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#11 Mar 23 2013 at 8:01 PM Rating: Excellent
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This is going to be rushed, but :

A game doesn't have to innovate to be successful. It has to execute. For a game to be fantastic, it needs to innovate AND execute.

Game design is a lot like cooking. And if you extend a lot of arguments about game design to food preparation, it quickly becomes apparent how absolutely ridiculous many of the theories about game design are.

Innovation mostly deals with the presentation of features. You're not likely to be cooking with new foods that the person has never tasted, but you can come up with a new recipe. But it doesn't necessarily matter how high-quality the ingredients you use are. It's not about which features your game has. If you use the finest steak and the finest ice cream in one recipe, it will probably turn out to be weird and gross. But why? Steak and ice cream are both great!

And then we have execution. Everyone knows how to make a hamburger, but to make a GREAT hamburger? That's challenging to pull off. Many game designers try to copy the hamburger recipe (just like many restaurants do), then wonder why their hamburgers aren't as successful. "But we made hamburgers! You LOVE hamburgers!" And just like there are a dozen other burger places with mixed success, there's still McDonald's with it's subpar ingredients sitting happily on top.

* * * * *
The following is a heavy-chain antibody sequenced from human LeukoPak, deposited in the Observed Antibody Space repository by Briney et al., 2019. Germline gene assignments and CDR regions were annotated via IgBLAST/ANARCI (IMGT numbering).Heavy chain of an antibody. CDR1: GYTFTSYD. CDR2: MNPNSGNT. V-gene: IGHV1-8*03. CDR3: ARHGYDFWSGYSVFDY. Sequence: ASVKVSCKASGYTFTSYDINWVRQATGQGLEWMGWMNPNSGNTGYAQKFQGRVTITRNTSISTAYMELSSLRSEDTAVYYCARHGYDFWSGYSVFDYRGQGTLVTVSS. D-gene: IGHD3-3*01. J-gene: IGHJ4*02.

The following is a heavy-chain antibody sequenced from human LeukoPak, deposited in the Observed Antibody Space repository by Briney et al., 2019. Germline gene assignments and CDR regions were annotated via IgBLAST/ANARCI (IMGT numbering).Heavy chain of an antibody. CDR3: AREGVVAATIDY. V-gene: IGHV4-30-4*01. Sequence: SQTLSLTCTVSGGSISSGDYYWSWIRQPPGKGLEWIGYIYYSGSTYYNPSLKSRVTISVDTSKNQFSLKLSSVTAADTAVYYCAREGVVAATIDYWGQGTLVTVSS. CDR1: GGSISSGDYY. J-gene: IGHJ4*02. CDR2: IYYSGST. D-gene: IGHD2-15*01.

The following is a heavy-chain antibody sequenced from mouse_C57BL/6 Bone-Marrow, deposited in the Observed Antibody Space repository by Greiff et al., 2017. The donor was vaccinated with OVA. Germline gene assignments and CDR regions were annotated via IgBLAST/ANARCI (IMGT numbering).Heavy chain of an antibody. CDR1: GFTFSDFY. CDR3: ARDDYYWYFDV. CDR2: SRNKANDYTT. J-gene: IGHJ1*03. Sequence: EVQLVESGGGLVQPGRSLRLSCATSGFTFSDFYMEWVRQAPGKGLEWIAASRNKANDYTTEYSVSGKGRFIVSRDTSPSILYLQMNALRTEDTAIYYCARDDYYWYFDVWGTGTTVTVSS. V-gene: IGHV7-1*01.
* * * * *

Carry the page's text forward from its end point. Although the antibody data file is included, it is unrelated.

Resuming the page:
At the end of the day, what makes a dish successful is not whether it was different OR whether it followed the recipe. This is a very flawed and naive view of game design that many people seem to grapple with. Game design is about the very subtle balance of elements--how the new and the old blend together into one satisfying experience-- that only a very competent chef can understand. It's not about the ingredients. It's about how they come together to create mouth-feel, flavor, and aroma.

I know some people get irritated with all my blabber about game design psychology, but a game designer needs to understand the gamer's brain like the chef needs to understand the consumer's palate. They don't have to have a technical understanding of it--they may operate mainly on intuition--but they do have to have a much more sophisticated grasp than "how to mix ingredients to make food" if they want to be successful.